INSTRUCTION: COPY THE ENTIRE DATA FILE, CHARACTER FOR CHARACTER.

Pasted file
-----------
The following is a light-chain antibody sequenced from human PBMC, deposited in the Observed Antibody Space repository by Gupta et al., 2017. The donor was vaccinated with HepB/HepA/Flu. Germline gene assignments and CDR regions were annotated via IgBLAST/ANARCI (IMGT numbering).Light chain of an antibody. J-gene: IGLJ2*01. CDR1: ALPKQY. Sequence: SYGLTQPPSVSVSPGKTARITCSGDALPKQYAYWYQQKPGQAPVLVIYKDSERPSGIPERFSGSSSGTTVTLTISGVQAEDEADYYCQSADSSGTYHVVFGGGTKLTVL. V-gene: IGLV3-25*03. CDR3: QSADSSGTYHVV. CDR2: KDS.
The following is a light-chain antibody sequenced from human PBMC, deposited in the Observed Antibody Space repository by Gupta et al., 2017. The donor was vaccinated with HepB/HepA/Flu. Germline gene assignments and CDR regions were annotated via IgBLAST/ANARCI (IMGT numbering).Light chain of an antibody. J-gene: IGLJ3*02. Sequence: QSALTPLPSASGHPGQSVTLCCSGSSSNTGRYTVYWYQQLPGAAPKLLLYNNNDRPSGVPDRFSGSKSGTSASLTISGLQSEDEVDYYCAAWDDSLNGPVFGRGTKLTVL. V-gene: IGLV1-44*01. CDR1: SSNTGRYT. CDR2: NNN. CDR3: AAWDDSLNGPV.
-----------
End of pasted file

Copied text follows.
The following is a light-chain antibody sequenced from human PBMC, deposited in the Observed Antibody Space repository by Gupta et al., 2017. The donor was vaccinated with HepB/HepA/Flu. Germline gene assignments and CDR regions were annotated via IgBLAST/ANARCI (IMGT numbering).Light chain of an antibody. J-gene: IGLJ2*01. CDR1: ALPKQY. Sequence: SYGLTQPPSVSVSPGKTARITCSGDALPKQYAYWYQQKPGQAPVLVIYKDSERPSGIPERFSGSSSGTTVTLTISGVQAEDEADYYCQSADSSGTYHVVFGGGTKLTVL. V-gene: IGLV3-25*03. CDR3: QSADSSGTYHVV. CDR2: KDS.
The following is a light-chain antibody sequenced from human PBMC, deposited in the Observed Antibody Space repository by Gupta et al., 2017. The donor was vaccinated with HepB/HepA/Flu. Germline gene assignments and CDR regions were annotated via IgBLAST/ANARCI (IMGT numbering).Light chain of an antibody. J-gene: IGLJ3*02. Sequence: QSALTPLPSASGHPGQSVTLCCSGSSSNTGRYTVYWYQQLPGAAPKLLLYNNNDRPSGVPDRFSGSKSGTSASLTISGLQSEDEVDYYCAAWDDSLNGPVFGRGTKLTVL. V-gene: IGLV1-44*01. CDR1: SSNTGRYT. CDR2: NNN. CDR3: AAWDDSLNGPV.